Andy Gilbert, who has been at the helm of the Sun Valley Snowboard Team (part of the Sun Valley Ski Education Foundation) for five years, sees a "night and day" contrast between the current situation and earlier "adversarial times."
Twelve-year-old standouts Ryan Roemer (top) and Chase Josey (bottom) are "bright spots on the horizon" in the deep and talented roster of riders that comprise the current Sun Valley Snowboard Team. Photos by Mark Oliver.
Gilbert could, but doesn’t, claim responsibility for a lot of those changes. In 1993, he landed his first job coaching the program’s youngest riders on the Development Team. Fifteen years later, the one-time heavy metal freak has become the leading figure, organizer and rapid-fire mouthpiece for snowboarding and skateboarding in the valley. Slanetz, a prophetic figure in his own right, talks about Gilbert as some sort of visionary: "He sees the big snowboard picture."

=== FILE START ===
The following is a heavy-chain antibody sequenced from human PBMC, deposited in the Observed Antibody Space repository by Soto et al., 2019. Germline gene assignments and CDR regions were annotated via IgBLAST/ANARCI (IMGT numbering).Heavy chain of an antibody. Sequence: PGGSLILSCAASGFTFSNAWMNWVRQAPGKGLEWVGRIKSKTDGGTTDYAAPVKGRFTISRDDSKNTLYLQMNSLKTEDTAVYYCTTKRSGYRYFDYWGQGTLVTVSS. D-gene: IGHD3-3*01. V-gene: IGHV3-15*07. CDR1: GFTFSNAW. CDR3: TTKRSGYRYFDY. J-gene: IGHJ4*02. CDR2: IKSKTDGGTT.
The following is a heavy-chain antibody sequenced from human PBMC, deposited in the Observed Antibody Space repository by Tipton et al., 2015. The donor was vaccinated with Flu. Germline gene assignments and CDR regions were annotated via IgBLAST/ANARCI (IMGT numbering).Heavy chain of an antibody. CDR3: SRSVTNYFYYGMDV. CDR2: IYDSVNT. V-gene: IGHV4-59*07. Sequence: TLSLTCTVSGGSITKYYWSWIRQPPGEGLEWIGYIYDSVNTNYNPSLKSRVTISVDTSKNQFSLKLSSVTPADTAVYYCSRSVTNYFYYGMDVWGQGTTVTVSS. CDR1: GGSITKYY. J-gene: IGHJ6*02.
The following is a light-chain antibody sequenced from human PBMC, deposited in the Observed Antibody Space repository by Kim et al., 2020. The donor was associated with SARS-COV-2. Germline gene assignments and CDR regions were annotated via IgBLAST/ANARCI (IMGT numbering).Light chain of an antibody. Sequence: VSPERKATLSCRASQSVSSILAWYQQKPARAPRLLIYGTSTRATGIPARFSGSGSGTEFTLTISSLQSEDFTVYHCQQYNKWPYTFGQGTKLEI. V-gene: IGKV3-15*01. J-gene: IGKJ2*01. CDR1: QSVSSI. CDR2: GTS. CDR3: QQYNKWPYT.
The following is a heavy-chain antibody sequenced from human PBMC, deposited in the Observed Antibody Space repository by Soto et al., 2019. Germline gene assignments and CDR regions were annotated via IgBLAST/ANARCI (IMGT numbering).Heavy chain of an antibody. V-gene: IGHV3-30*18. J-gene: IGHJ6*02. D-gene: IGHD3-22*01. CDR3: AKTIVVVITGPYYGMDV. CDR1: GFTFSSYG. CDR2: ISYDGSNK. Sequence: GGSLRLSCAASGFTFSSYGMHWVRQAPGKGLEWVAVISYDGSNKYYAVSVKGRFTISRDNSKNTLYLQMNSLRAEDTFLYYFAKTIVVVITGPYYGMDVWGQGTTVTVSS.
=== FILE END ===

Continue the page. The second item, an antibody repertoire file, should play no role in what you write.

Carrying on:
"He’s simultaneously stubborn and charismatic," Nate Galpin said, adding that Gilbert’s success as a negotiator with the resort cannot be overestimated; in 2003 he helped secure the resort’s first competition-worthy halfpipe. "It seemed like nobody had any luck making any progress before Andy got in there," Galpin said. "It’s a bit of a mystery. But whatever he does, he definitely gets it done."
The Sun Valley Snowboard Team’s 2006/2007 season was highlighted by Kaitlyn Farrington, one of Gilbert’s top riders and a Wood River High School junior, being named to the U.S. Snowboarding Team. Meanwhile, a deep and talented roster of riders is winning medals in all disciplines and at all ages.